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In his opening remarks to the seminar, Deputy Director-General Yi Xiaozhun highlighted that we are approaching the 25th anniversary of the conclusion of the WTO Agreement on Trade-related Aspects of Intellectual Property Rights (TRIPS), signed in Marrakesh, Morocco, on 15 April 1994. He said:
"That Agreement was a landmark recognition of the importance of the knowledge component of trade. Yet in the years since conclusion, digital disruption has utterly transformed the interplay between trade and knowledge. This radical transformation creates a compelling need to update our understanding of the context for TRIPS rules and the intellectual property system within the framework of trade and development policy.
"We need to fundamentally update both our theoretical understanding, and the empirical, factual base we work from. This is important, too, because in this period, development policy has laid increasing emphasis on the knowledge component of trade, and has raised practical questions of how developing economies can make best use of the opportunities provided by the knowledge economy: SDG 9, notably, identifies innovation as such as a goal for sustainable development." His full speech is available here.
Organized by the WTO's Intellectual Property, Government Procurement and Competition Division (IPD) in partnership with the Trade in Services Division and the Economic Research and Statistics Division (ERSD), the seminar aimed at reviewing the current legal and policy landscape for trade in knowledge and providing an integrated overview and broad-based range of cutting edge expertise from the world's leading experts in this area.
Over 20 internationally renowned economist lawyers and policy makers examined, together with participants, how to map and assess the impact of knowledge flows across borders and contributed to charting the legal, economic and policy dimensions of such flows. Professor Keith Maskus of the University of Colorado, United States, delivered the keynote presentation.
Five main themes were covered by the seminar, including: mapping the interface between trade, intellectual property rules and knowledge flows; measuring trade in knowledge; the impact of knowledge flows on trade and development; policy, regulatory and legislative frameworks; and the way forward on trade rules and economic implications for cross-border knowledge flows. See the full programme here.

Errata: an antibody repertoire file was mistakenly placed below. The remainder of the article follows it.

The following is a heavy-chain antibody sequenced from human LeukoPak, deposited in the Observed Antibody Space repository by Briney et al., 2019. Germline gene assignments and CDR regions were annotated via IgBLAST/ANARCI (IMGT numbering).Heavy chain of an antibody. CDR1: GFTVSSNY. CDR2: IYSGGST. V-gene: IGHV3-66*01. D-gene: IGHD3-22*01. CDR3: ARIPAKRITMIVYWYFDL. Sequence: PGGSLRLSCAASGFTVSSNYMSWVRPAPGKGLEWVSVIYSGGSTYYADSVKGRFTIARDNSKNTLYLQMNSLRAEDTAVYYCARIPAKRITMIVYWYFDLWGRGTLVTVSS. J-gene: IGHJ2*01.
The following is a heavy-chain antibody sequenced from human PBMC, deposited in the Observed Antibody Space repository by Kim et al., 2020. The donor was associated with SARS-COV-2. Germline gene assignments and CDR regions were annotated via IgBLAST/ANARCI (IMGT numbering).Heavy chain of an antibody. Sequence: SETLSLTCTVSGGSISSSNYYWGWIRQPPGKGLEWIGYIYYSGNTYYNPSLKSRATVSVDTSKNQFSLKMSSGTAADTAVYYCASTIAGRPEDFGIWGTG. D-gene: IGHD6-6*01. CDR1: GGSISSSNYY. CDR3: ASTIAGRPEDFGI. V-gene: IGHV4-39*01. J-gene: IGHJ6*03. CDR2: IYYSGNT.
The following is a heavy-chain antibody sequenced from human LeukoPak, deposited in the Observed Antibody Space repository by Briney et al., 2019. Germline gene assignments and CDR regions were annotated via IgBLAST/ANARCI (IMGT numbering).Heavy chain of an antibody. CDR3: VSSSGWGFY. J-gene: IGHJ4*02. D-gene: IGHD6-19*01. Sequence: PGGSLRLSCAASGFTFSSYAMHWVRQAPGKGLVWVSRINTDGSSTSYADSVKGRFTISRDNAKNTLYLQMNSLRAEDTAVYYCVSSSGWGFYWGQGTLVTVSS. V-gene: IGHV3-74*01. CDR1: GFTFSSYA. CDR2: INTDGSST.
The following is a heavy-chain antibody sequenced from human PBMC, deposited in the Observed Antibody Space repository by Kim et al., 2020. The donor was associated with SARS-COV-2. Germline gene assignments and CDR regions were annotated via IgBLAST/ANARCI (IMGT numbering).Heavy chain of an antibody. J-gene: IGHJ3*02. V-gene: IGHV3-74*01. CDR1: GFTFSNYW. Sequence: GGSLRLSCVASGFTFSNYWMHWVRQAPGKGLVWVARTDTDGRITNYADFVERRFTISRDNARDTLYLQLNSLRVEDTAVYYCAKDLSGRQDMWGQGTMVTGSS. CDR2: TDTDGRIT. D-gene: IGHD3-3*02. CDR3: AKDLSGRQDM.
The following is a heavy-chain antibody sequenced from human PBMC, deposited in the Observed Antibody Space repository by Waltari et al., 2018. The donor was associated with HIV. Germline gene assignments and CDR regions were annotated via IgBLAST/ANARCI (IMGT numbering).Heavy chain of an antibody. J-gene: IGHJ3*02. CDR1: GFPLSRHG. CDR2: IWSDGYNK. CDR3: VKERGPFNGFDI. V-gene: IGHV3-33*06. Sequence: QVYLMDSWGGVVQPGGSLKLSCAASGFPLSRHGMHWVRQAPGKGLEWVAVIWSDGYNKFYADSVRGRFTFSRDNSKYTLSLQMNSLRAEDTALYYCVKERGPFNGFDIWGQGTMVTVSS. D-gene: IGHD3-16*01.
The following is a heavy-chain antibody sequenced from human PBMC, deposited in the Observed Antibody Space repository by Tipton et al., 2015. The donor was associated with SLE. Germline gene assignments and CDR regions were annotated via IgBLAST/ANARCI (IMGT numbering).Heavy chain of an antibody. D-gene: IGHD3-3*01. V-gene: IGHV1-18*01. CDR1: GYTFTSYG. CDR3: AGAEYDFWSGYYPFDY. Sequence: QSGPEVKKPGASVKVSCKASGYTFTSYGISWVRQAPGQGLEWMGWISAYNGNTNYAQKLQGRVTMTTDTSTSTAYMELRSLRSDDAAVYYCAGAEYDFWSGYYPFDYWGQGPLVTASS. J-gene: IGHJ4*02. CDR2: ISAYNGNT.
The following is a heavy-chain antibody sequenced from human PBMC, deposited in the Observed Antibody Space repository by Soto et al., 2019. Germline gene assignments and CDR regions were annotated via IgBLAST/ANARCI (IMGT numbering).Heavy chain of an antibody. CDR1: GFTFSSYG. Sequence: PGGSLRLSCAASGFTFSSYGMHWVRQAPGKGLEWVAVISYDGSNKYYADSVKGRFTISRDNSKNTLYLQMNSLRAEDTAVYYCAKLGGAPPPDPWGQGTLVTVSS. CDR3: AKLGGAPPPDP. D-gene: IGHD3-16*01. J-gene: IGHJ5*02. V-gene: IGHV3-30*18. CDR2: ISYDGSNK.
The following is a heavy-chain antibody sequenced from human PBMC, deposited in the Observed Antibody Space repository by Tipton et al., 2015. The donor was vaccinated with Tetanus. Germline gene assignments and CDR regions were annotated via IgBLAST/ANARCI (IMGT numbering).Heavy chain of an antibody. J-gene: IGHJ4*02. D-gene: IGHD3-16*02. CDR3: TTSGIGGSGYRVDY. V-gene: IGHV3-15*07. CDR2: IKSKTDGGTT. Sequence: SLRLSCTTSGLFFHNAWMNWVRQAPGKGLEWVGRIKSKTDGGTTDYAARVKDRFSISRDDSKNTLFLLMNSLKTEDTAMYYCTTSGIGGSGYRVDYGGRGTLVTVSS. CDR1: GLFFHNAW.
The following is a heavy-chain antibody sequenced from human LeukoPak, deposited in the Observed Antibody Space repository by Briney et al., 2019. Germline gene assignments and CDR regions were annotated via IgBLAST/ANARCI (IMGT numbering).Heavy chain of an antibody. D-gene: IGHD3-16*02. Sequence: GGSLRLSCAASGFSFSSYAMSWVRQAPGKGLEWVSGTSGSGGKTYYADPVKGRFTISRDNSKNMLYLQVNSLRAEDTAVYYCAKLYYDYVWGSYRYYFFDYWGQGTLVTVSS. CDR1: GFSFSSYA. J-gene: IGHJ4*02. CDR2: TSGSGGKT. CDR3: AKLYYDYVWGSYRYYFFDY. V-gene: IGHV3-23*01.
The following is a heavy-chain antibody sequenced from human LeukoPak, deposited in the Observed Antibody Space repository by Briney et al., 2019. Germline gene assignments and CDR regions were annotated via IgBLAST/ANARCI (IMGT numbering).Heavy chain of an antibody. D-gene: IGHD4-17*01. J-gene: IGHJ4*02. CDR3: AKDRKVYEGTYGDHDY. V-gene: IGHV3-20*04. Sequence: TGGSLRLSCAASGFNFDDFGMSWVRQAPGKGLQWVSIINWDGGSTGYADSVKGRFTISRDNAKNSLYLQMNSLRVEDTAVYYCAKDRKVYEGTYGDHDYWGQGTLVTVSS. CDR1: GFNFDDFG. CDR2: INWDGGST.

The 29 government officials, currently working on IP and trade-related issues and the digital economy, were from Argentina, Azerbaijan, Belarus, Bolivia, Brazil, Brunei Darussalam, Cambodia, Chile, China, Costa Rica, Côte d'Ivoire, Cuba, Egypt, Ghana, Kenya, Lao People's Democratic Republic, Madagascar, Mauritius, Mexico, Montenegro, Morocco, Nepal, Peru, Republic of Korea, Seychelles, Ukraine, Uzbekistan, Viet Nam and Zimbabwe.
The group also included 13 Geneva-based delegates representing nine WTO members: Argentina, Barbados, Brazil, Chile, Mexico, Peru, the Russian Federation, Singapore, the United Kingdom and the United States.
The seminar was backed up by extensive economic, legal and policy research materials on IP and knowledge flows in the digital area. The WTO Secretariat intends to provide an updated foundation for future technical assistance. Speakers and other international experts contributed to finalising th materials in the form of a set of capacity building tools for developing country officials, both as a tailored website and as a book.
In their feedback, participants said the seminar provided concrete data that can be used to further develop the understanding of the complex role of IP in the contemporary world and highlighted the value of presentations to better understand the link between IP and trade in services, particularly in terms of measuring knowledge flows.
Participants underlined that the seminar provided the opportunity for a fruitful exchange of ideas and best practices among countries as well as for understanding the intersection of IP, technology and trade, and various enforcement issues. These include internet service provider liability, voluntary initiatives addressing IP infringement in the online environment, federal criminal enforcement and international cooperation initiatives, and copyright protection and enforcement.